Red Grouper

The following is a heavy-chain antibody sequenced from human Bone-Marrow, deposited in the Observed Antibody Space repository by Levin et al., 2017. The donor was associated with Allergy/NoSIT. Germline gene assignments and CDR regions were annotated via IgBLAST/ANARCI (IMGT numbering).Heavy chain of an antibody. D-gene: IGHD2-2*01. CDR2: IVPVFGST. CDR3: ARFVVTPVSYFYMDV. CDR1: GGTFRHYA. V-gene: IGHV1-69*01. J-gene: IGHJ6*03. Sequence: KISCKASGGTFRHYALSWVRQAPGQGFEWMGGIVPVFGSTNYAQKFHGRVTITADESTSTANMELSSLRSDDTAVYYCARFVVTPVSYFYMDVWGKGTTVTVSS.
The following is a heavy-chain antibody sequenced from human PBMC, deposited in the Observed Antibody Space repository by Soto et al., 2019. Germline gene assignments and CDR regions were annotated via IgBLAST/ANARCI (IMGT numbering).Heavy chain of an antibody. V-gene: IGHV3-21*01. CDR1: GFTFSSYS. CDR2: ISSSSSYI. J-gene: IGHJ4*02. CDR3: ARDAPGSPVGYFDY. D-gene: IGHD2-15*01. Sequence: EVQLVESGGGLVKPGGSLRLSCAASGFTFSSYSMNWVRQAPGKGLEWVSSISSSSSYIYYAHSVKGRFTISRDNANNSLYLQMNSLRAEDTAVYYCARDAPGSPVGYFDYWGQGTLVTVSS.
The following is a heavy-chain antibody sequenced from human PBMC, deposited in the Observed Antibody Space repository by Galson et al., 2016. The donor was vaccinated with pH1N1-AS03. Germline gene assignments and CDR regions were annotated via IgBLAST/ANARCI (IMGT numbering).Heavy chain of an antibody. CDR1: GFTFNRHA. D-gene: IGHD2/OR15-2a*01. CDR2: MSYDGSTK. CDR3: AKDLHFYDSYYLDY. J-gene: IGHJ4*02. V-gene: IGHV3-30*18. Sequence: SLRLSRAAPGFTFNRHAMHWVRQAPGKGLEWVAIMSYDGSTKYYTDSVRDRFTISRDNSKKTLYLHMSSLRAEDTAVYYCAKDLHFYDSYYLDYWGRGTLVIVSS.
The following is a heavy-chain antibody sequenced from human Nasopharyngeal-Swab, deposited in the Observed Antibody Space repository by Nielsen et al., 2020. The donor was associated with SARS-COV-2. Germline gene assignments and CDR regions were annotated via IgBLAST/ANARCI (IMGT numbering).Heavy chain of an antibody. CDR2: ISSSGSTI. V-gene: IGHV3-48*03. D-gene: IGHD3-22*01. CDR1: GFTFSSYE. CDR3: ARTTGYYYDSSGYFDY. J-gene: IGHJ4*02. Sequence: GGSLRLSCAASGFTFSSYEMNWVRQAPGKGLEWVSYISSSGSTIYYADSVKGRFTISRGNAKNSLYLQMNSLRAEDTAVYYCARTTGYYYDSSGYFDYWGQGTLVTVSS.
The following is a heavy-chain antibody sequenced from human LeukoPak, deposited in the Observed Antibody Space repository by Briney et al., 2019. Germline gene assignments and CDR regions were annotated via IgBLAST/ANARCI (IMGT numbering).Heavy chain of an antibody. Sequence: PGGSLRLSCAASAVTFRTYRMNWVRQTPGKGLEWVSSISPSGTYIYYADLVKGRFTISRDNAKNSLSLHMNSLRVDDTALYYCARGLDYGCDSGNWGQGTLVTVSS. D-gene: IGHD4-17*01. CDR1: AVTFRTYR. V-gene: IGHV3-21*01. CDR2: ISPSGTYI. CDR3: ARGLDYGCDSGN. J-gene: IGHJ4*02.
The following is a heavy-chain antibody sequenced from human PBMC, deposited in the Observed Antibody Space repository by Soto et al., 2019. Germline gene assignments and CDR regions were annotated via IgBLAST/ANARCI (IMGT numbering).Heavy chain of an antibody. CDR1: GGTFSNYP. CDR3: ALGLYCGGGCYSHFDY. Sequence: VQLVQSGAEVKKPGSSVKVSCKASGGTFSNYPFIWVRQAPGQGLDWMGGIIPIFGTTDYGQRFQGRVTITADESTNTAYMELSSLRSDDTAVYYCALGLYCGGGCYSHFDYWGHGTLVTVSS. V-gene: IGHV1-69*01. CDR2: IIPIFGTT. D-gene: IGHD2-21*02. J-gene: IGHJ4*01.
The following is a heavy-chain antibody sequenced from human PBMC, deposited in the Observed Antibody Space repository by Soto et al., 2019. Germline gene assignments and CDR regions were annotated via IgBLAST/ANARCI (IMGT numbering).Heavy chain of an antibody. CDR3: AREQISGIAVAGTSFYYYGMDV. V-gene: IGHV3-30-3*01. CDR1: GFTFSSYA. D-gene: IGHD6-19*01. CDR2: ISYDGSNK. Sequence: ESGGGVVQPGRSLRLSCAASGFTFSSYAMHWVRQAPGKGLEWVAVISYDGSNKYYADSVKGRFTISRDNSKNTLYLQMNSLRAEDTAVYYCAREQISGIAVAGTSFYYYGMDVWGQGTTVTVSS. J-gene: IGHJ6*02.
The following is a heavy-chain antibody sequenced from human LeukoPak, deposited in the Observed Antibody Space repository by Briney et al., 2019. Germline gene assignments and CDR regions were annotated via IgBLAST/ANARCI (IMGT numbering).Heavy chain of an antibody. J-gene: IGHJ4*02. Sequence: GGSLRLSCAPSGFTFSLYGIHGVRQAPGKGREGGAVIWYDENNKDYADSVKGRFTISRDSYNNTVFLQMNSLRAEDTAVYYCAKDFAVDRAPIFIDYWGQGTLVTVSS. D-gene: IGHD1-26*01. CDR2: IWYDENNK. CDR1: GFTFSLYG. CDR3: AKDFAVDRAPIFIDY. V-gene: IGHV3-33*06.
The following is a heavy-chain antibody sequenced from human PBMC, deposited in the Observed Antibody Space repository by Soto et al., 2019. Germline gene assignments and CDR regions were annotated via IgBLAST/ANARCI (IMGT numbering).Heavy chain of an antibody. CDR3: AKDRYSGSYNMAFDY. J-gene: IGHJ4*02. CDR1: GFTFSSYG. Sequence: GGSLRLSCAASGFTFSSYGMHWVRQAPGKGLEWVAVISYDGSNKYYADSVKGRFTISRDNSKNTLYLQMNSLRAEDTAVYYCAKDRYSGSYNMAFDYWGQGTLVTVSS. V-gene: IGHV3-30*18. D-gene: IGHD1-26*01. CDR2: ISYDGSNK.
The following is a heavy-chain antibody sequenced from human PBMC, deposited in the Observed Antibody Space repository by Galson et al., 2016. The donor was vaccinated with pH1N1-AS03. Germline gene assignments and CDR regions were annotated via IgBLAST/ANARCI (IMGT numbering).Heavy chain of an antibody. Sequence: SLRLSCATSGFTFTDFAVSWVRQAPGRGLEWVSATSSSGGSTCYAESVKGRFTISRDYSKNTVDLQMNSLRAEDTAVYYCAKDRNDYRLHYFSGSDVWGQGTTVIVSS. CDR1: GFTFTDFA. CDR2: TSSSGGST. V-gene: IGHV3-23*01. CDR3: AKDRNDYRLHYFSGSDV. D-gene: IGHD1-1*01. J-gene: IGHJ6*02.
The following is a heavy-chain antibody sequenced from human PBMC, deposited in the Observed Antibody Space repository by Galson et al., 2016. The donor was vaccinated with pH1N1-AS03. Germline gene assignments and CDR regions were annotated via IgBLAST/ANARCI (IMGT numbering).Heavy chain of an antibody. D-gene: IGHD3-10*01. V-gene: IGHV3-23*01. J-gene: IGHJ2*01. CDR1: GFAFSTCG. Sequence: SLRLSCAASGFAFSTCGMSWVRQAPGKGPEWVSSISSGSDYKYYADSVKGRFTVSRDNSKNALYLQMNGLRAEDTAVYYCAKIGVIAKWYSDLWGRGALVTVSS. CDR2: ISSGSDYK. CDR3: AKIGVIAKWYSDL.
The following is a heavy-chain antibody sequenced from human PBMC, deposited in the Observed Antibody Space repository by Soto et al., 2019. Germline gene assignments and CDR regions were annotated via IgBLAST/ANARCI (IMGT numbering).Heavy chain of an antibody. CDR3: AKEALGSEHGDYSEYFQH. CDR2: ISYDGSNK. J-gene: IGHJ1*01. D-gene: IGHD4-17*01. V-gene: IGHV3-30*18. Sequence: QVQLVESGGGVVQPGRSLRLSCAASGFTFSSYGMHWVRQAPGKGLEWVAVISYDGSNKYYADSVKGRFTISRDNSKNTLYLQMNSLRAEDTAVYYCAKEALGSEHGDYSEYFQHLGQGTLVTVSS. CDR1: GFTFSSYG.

The Red Grouper has white flesh with a mild to sweet flavor and a lean, firm texture with a heavy flake. The Red Grouper has a milder taste than the Black Grouper and some consider this to be a positive trait. The whole Red Grouper is however priced less than the black, due to a lower yield caused by its larger head and tendency to have parasites, not its flavor. With reddish brown color scattered with pale blotches the Red Grouper reaches a weight of up to 50 pounds.  Red Grouper are found from Massachusetts to Brazil and are commonly harvested off southern Florida and the northern Gulf of Mexico. Tasty Seafood Co. sources Grouper from Panama, Costa Rica, Mexico and Guatemala. Grouper was declared overfished in 2000 and under strict regulations that controlled the amount of fishing, population levels rebuilt to target levels in 2007 and is now no longer listed as a threatened species and fishing is managed with annual quotas to individual fishermen. This allows flexibility in the operation of the fishery, so fishermen can choose when to harvest their share which maintains profitability and reduces bycatch. For more information click here Grouper remain in inshore waters for 4–5 years before migrating to offshore hardbottom habitat—particularly on the edge of the continental self—as adults. Spawning occurs offshore between January and June, peaking in May. While primarily eating benthic invertebrates, the Red Grouper is an opportunistic feeder in the reef community. The diet commonly includes xanthid and portunid crabs, juvenile spiny lobster, and snapping shrimp, with the occasional fish. The Red grouper is of moderate size, about 125 cm and weighs 23 kg or more. Body coloration is typically reddish-brown color often with many white spots. When aggravated (they are highly territorial) or involved in spawning activities, these fish can very rapidly change coloration patterns, with the head or other parts of the body turning completely white, and the white spots appearing more intense.